Higher prostate cancer survival when you exercise regularly
Prostate cancer patients and survivors who exercise could be improving their chances of survival according to new research.
In a study by the Epidemiology Research Program at the American Cancer Society in Atlanta, Ying Wang and her team looked at data from 10,067 men aged between 50 and 93 at the time of their cancer diagnosis, who were part of the Cancer Prevention Study II Nutrition Cohort.
During the study the men reported on how much time they spent partaking in physical activity.
After looking at the levels of activity both before and after a diagnosis of prostate cancer, and taking into account factors such as age at diagnosis, the team found that men who exercised the most before they were diagnosed with prostate cancer had a 30 percent lower risk of death from the disease than those who exercised the least, and men who exercised the most after they were diagnosed had a 34 percent lower risk of death than those who exercised the least.
Commenting on the results Wang said, “The American Cancer Society recommends adults engage in a minimum of 150 minutes of moderate or 75 minutes of vigorous physical activity per week. These results indicate that following these guidelines might be associated with better prognosis.”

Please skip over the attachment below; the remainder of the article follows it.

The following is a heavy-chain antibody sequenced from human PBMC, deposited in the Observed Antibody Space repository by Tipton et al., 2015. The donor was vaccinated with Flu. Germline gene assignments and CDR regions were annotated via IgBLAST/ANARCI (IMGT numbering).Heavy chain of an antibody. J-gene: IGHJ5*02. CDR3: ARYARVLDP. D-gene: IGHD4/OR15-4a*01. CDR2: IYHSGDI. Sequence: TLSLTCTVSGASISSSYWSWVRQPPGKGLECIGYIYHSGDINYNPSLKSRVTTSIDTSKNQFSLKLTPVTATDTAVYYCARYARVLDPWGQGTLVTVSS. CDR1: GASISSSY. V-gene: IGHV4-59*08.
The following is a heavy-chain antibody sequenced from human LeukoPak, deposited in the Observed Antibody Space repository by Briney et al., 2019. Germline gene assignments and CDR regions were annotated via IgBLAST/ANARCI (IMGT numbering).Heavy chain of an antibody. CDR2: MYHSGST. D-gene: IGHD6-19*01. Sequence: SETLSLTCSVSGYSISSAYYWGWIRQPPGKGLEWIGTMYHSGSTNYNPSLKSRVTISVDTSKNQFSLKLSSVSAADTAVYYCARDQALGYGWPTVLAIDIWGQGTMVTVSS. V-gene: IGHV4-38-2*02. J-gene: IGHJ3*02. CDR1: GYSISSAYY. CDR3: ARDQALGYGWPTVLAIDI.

And when looking at the effect of walking at the only form of physical activity, as reported by around 40 per cent of patients, the team found that levels of walking were also associated with an increased chance of survival, with walking for four to six hours per week before diagnosis reducing prostate cancer mortality rates by 33 per cent, and walking for seven or more hours per week reducing the risk by 37 per cent. However these results were only seen in those who walked before, and not after, prostate cancer diagnosis.
The team found that sedentary time, which included time spent sitting or driving in a car, watching TV, and reading, was not associated with an increased risk of death from prostate cancer.
Although the study relied on self-reports from participants, which can include errors in reporting and recalling information, Wang maintained that, “Our results support evidence that prostate cancer survivors should adhere to physical activity guidelines, and suggest that physicians should consider promoting a physically active lifestyle to their prostate cancer patients.”
Wang also believes that further research would be useful to see if the results are affected by factors such age at diagnosis, body mass index, or smoking.
Source: AFP Relaxnews